A Voter’s Manifesto (part 5 of 5)

Link to part 1

Link to part 2

Link to part 3

Link to part 4

Education

Education is a tough one for me, as it’s not a sector that I have much experience with or recent exposure to. I am aware that there have been sweeping changes made recently, mostly implemented by Michael Gove, and that they have been hugely unpopular with those who actually work in education and understand the sector far better than either Gove or I do.

In the past, we had universities without tuition fees. Scotland scrapped tuition fees. We should follow Scotland’s lead and return to tuition that is free at the point of use. Yet universities should not be privileged above other forms of education. The recent rise of apprenticeships has been a good thing and continued investment in this area, with post-secondary education funding being split in the proportion of people going to university to those entering apprenticeships.

The start of a child’s education is important, and the closure of many Sure Start centres was a backwards move. This should be reversed, so as to enact and signify a real commitment to the future of our young people.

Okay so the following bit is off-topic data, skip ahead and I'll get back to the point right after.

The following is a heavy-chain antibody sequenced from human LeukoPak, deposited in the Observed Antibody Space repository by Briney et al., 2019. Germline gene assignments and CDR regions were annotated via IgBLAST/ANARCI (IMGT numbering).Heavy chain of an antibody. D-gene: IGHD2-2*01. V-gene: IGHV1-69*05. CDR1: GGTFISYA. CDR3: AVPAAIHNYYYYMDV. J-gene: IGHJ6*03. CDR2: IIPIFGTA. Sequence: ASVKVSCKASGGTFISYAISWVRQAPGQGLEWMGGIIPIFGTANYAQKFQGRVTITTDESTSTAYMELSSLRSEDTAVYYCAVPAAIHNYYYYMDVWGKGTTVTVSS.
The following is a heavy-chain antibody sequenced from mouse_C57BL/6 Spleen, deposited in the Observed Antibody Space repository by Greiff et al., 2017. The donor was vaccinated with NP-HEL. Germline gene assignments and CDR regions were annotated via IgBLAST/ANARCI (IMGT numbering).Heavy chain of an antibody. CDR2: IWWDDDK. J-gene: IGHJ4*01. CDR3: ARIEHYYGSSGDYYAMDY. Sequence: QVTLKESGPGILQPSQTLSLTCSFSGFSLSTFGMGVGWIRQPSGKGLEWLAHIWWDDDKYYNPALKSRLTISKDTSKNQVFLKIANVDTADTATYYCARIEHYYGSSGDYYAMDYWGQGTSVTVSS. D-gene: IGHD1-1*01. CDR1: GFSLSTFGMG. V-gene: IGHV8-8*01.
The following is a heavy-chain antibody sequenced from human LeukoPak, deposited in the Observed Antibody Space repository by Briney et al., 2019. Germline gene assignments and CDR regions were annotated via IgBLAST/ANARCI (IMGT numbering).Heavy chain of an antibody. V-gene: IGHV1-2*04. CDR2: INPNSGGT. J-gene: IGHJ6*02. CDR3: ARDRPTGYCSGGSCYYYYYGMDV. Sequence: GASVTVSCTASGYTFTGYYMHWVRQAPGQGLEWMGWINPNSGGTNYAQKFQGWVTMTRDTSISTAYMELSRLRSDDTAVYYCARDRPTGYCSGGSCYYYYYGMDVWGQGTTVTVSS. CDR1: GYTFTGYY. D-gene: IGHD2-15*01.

Education should not be merely about learning facts and rote recall. Any amendments to the syllabus must not be so radical as to disrupt teachers or students. A fair balance must be sought whereby knowledge is valued, but where understanding of how to use facts is also highlighted.

As well as the academic subjects, there must be a recognition of the value of the creative subjects and sports, but no child should be expected to do well in all fields.

Immigration

The recent rise of the far right, including but not limited to, support for the EDL, BNP, UKIP and some portions of the Conservative party, show that there is an appetite for a discussion on immigration. Such a discussion need not be conducted on the same racist terms that its agitators choose to frame the debate in.

Unfortunately it needs to be stated that there should no quotas on either gross or net migration. Any public discussion on the matter must include a proportionate measure of the facts, not speculation, including but not limited to the numbers of migrants, the numbers in work, the number unemployed and their net contribution/cost to the economy.

Tobacco & gambling

Tobacco and gambling provide some little amount of leisure whilst at the same time causing a great level of harm. Profits derived from these industries will be taxed at a flat 90%. This is not intended primarily as a tax-raising measure, but as a deterrent against such corrosive industries that do more harm than good to society.

Culture

For too long, there has been disproportionate spending on the arts focused on London. This needs to be more equitably distributed. However, as it is a non-essential part of the economy, I would not propose any above-inflation increases in funding.

Defence

In the words of Tony Benn, “If you can find the money to kill people, you can find the money to help them.”